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MUSI5300: Research Techniques: for Jazz Studies

Is It Scholarly?

Is It Scholarly?

Some of our databases allow you to limit your results to Scholarly or Peer-Reviewed (possibly Refereed) articles.  In some cases, this isn’t so clear.  You can either check with your professor or a librarian, or you can search for the journal name in Ulrichsweb.com (Ulrich's Periodicals Directory) (under Databases, on the Library site). 

Once you’ve found the name of the journal you’re looking for, look for a small referee’s shirt icon (), to the left of the title.  This indicates that there is scholarly (peer-reviewed, refereed…) value to the articles in this title.

For more details on scholarly articles, visit the Getting Resources tab.

Databases for all M.M. or Music M.B.A. Students

The following databases will be of use to all M.M. and Music M.B.A. students.  A number provide general information about many topics, but have some focus in Music, Music Education or the Music Industry.  Others cover only music and music-related topics.

Full-text is available in some of the following links, although others are considered 'indexes' and may provide only basic information on an article (title, author, publication, etc.).  These can be great resources, as well, showing you articles and research that may not be available in full-text.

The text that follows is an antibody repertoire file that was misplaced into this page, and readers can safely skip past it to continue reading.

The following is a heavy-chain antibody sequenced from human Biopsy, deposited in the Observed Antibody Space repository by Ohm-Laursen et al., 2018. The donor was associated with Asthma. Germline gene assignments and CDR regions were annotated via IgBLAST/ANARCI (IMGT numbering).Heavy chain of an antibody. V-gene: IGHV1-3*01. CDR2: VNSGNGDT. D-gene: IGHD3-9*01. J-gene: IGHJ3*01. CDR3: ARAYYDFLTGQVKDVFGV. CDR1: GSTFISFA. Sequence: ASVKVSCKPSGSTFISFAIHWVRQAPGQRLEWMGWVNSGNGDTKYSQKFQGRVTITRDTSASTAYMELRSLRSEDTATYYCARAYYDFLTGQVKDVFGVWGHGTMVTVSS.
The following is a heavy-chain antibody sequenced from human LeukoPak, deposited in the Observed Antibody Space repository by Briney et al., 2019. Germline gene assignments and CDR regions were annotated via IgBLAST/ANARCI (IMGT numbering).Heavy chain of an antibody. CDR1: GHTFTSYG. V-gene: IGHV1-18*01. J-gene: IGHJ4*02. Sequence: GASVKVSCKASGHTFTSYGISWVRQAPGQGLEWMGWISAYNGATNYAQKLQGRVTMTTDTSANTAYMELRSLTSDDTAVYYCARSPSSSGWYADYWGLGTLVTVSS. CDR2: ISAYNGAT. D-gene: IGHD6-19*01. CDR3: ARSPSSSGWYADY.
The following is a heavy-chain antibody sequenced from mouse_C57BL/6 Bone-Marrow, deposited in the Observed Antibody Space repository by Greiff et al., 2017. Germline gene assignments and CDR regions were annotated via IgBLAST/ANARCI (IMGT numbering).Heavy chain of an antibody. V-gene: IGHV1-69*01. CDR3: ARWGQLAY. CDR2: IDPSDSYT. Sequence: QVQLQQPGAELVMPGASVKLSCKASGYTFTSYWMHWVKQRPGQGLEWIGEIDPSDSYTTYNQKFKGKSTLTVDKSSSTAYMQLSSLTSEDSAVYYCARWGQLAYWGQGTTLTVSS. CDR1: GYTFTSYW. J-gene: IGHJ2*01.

A full list of Library Databases can be found on the Library homepage.

Other library 'databases' include overview works (like online encyclopedias), catalogs and research tools are listed in the next section (below).

Databases for Jazz Studies Majors

The following databases have a significant focus on jazz-related topics, and will therefore be great resources for research on Jazz Studies topics.  Use these in combination with the more general and music-specific databases.

Oh No!

My article isn’t available in full-text!

Sometimes, when searching a database, you will only get a short summary of each article (the abstract); not the full-text. 

Click the “Check Here For Full-Text” link on the page to find out whether one of our other databases has it, or if we have another format for this information (print, microfilm, microfiche, etc.).

In most cases, we can easily get a copy of the article... for free!

(see Getting Resources for more information)

Google Scholar

What About Google?

Why not start with Google or Google Scholar?  Well, as you may have learned in your library session, a systematic approach to research is often the most fruitful.  Starting with authoritative databases can ensure that you find the best, most reliable sources first, to form the foundation of your research.

After that, you'll have a strong understanding of the research, terminology used, and a solid search strategy to take with you to Google Scholar!